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Title: Evaluation of selected one-dimensional stream water-quality models with field data
Authors: Gulf Coast Hydroscience Center (U.S.)
Environmental and Water Quality Operational Studies (U.S.)
McCutcheon, Steve C.
Keywords: Mathematical models
Numerical models
Water quality
Computer programs
Field data
Publisher: Environmental Laboratory (U.S.)
Engineer Research and Development Center (U.S.)
Description: Technical Report
Abstract: Evaluation of the U.S. Geological Survey One-Dimensional Steady-State Stream Water-Quality Model (a modified Streeter-Phelps model), the QUAL II model (Southeast Michigan Council of Governments version), and the U.S. Army Hydrologic Engineering Center's Water Quality for River-Reservoir Systems model indicate that these readily available models for simulating water quality downstream of reservoirs were of comparable accuracy and performed according to their documentation. The evaluation was based on a wide range of accurate steady-state data collected on the Chattahoochee River in Georgia, the Willamette River in Oregon, and the Arkansas River in Colorado. A number of differences exist among these three models; however, each model has the flexibility to make these differences relatively unimportant for typical water quality studies. Each model had minor coding errors which have been corrected. Modeling capabilities are summarized in tabular form to facilitate comparison and selection. Although the modified Streeter-Phelps and QUAL II models are equally valid, different modeling options may make one preferable depending on the specific modeling application. The Water Quality for River-Reservoir Systems model is best limited to dynamic flow and water quality modeling because the data-coding it requires is tedious and involved. However, the wide range of components in that model may be needed for steady-state modeling under special conditions. The capabilities of the Massachusetts Institute of Technology Transient Water Quality Network Model are also summarized for comparison, but that model could not be tested because of program problems; it should not be employed by an inexperienced user until it has been tested and this information updated. The Velz rational technique was not evaluated sufficiently to determine the usefulness of the documentation or its ease of use, but the employment of Chattahoochee and Willamette data in its testing reported in previous studies made it possible to determine that the technique was of comparable accuracy. NOTE: This file is large. Allow your browser several minutes to download the file.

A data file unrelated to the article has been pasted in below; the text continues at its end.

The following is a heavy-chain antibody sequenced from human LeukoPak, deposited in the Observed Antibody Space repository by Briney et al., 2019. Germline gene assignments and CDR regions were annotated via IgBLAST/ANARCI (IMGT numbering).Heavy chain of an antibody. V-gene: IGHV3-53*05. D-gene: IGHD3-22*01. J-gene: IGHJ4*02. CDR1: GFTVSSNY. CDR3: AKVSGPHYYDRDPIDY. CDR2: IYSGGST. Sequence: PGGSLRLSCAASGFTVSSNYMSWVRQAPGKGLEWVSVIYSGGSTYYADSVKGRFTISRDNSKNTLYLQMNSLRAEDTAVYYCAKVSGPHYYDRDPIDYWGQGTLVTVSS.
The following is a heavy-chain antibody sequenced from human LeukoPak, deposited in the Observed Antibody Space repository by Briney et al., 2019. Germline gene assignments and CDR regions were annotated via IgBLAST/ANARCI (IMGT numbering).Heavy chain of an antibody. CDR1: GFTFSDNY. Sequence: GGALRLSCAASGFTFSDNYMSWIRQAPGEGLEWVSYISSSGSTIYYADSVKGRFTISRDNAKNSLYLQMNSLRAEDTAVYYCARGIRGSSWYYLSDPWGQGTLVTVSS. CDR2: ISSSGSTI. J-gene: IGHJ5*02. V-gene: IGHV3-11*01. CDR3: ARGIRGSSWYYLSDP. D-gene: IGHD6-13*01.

Rights: Approved for public release; distribution is unlimited.
Appears in Collections:Technical Report

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